The WSJ reports that General Electric just ran an experiment in which it sharply increased the medical deductible that its workers have to pay for health care. Here is the key quote; "In the first two years after the plan went into effect, use of advanced imaging including MRIs and CT scans has dropped by as much as a quarter, as covered employees' overall use of health services fell, according to the company."
The CEO of General Electric could publish this in the QJE?
The article goes on to say that GE as a company has a problem because as other private companies raise their medical deductibles demand for MRI and CT Scans will decline. GE sells these devices and thus will suffer a profit loss from the aggregate change in demand for its high tech services.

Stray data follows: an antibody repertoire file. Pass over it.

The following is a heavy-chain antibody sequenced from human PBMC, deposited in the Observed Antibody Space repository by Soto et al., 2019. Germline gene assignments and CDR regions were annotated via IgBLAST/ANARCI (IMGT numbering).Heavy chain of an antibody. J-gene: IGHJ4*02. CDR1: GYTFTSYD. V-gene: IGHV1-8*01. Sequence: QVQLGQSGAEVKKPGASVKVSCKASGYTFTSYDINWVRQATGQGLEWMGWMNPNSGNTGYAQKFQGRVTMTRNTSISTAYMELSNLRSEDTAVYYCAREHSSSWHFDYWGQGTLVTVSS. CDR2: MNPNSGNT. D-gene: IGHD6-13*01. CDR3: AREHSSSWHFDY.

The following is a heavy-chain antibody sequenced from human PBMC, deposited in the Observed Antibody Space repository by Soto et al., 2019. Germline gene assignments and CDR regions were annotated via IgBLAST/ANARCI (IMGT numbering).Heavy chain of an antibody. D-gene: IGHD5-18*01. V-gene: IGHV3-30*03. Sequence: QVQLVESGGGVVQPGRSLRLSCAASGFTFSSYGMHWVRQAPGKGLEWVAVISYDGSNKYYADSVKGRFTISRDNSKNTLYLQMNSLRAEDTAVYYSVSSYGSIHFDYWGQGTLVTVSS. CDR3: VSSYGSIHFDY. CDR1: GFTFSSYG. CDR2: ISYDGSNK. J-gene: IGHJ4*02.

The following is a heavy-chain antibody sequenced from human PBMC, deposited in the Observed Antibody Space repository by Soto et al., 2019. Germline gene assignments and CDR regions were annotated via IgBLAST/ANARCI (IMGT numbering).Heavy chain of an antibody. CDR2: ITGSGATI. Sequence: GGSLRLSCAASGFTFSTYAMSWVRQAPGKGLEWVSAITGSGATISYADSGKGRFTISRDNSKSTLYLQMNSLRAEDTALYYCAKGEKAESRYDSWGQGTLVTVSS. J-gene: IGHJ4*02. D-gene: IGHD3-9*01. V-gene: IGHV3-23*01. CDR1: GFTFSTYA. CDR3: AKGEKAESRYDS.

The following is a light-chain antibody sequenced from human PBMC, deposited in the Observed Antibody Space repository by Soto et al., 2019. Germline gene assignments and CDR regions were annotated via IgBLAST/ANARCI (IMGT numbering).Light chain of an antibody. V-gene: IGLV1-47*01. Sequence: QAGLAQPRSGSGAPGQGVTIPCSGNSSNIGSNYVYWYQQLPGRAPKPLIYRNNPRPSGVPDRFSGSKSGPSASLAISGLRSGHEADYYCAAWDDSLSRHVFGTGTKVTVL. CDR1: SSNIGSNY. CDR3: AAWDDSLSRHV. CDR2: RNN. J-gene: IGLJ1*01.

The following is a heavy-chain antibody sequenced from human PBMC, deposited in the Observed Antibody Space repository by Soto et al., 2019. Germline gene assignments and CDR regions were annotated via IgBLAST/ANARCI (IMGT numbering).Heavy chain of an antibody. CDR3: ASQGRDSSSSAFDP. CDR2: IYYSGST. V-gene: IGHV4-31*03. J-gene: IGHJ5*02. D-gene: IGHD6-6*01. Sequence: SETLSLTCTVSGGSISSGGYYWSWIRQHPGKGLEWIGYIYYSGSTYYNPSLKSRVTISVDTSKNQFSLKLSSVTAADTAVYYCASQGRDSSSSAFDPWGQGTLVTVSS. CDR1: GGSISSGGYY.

So, this article has two pieces of interesting economics. 1. Demand curves do slope down! 2. Health expenditure is a cost for some firms and represents revenue for other firms so changes in health care demand due to shifting incentives will have wide reaching effects on major companies. This is general equilibrium at work!